Several board members associated with the federal government expressed concern about signing such a letter, as they are not allowed to lobby Congress, particularly after the President has set his budget. The board debated approaches to the letter that would allow federal members to sign, as a message from the entire board would appear stronger. They could, for example, craft it as an informative letter on the infrastructure consequences of reducing BEIF funds. The board decided, however, that it was more important to draft a strongly worded message on GNEB stationary, but in that case only nonfederal members would be able to sign it. The letter would briefly acknowledge that federal members had recused themselves from signing.
Ms. Koerner said she would first check with General Counsel on whether a subset of the board could send such a letter. The board could then decide how strongly to word the letter and who could sign it. If such a letter was not possible, the board could compose a softer letter that simply provided scientific information and data so everyone could sign it. The only other alternative would be for some other appropriate body, such as the border governments, to send such a letter. It was agreed that, after consulting the General Counsel, Ms. Chapman would draft the letter, assisted by Nancy Sutley, for review by the board.
In other business, Ms. Sutley noted that the border governors' meeting last year in Phoenix convened a new worktable on energy. She is the co-chair, but is trying to find someone at the California Energy Commission to take it over. They are in the process of developing the worktable's agenda. One resolution involves developing guidelines for power plants. Those involved will report on their work at the Deming meeting. One effort under consideration is an inventory and needs assessment on energy infrastructure in border regions.
Ms. Chapman noted that Environmental Defense is drafting a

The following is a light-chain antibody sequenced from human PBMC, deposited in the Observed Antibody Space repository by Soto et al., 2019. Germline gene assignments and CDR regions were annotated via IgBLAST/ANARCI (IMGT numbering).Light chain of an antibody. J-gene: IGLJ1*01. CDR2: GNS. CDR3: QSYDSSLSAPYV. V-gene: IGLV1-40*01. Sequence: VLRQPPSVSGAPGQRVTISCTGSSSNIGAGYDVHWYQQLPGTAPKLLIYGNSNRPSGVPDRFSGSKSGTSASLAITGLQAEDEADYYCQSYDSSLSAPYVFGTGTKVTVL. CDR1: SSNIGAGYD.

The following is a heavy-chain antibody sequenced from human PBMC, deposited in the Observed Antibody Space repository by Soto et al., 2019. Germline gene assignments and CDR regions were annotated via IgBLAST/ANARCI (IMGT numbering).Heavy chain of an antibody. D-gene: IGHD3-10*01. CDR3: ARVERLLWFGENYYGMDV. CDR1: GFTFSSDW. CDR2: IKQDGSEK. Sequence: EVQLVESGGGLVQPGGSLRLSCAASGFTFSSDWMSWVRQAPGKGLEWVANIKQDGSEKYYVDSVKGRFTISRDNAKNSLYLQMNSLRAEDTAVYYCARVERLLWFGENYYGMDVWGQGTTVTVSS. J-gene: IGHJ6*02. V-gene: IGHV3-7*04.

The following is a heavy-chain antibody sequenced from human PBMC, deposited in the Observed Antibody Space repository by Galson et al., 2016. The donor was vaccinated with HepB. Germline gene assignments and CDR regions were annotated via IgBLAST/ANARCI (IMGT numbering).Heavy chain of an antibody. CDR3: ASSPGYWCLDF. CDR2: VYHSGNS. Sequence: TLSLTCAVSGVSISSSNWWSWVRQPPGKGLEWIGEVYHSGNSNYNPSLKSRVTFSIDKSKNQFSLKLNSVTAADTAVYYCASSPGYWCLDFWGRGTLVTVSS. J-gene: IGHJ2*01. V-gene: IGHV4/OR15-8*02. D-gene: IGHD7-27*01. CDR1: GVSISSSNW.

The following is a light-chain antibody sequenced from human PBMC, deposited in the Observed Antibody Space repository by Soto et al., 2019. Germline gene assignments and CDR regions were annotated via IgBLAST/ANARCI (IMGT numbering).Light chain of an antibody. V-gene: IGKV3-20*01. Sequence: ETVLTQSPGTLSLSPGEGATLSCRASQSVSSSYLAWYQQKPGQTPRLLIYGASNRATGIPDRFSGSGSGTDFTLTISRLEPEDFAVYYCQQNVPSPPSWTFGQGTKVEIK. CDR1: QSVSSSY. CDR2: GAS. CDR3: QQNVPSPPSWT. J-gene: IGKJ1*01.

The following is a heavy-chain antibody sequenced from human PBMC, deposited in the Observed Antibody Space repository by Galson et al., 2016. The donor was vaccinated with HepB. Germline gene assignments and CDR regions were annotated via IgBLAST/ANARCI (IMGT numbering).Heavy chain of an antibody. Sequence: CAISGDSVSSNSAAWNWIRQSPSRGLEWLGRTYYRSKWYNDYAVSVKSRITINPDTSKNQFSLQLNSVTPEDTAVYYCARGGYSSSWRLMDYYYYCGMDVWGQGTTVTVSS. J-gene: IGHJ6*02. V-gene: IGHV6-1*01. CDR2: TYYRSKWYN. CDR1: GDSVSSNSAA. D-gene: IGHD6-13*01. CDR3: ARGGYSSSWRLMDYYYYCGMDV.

report on border power plants for distribution to the CEC, NADBank, and
many other places.
She suggested that she and Ms. Sutley discuss what suggestions
the report could make to take advantage of recent events and initiatives
the one she just described.
Ms. Koerner raised a few logistical issues. She encouraged board members to continue to send news of events to include in the GNEB Round Up newsletter, which gets a lot of good feedback from readers each month, as does the calendar. In addition, she asked which board members present intended to attend the Deming meeting. They included Jim Stefanov; Karen Chapman; Laura Yoshii; an alternate, yet undecided, for John Klein; Dennis Linskey or his alternate; Thomas Mampilly as alternate for Richard Walling; William Fry; and an alternate for Manuel Ayala.
Mr. dos Santos noted that members of the board have been invited
by the equivalent of the head of the Office of International Activities
at SEMARNAT to participate in a public meeting on a liquid natural gas
port receiving facility and pipeline for delivery of natural gas north
toward the border. Such an invitation has never come before, and such
outreach from Mexico's EPA is encouraging. The invitation, however, did
not come in time for any GNEB board member to attend. Board members
are, of course, welcome to attend such public meetings and convey the
of the entities they represent. If they wish to convey the views of GNEB,
however, they should communicate with the other board members and the
designated federal officer, Elaine Koerner, to be sure the board
member attending the meeting represents either stated GNEB positions,
GNEB's recommendations, or the consensus of the board on an issue. The
board should probably discuss at a future meeting how to handle these
Those interested in the Consejo dialogue decided to set up a conference call before the Deming meeting to have a frank and informative conversation on GNEB's relationship with Consejo. The group included Oscar Carrillo, Karen Chapman, Irasema Coronado, Valecia Gavin, Elaine Koerner, Ed Ranger, Paul Ganster, Alex Rodarte, and Placido dos Santos. They agreed to hold the conference call on Tuesday, March 18, 2003 at 2:00 p.m. EST.
Mr. dos Santos thanked Jim Stefanov for arranging that day's conference call and once again apologized to the group for not identifying all those on the phone line for Governor Whitman. Ms. Koerner thanked all those who had succeeded in attending the meeting in Washington; those who had tried hard to get there, but could not; and Mr. dos Santos for chairing the meeting, saying that they had accomplished a great deal.
The meeting adjourned at 11:37 a.m.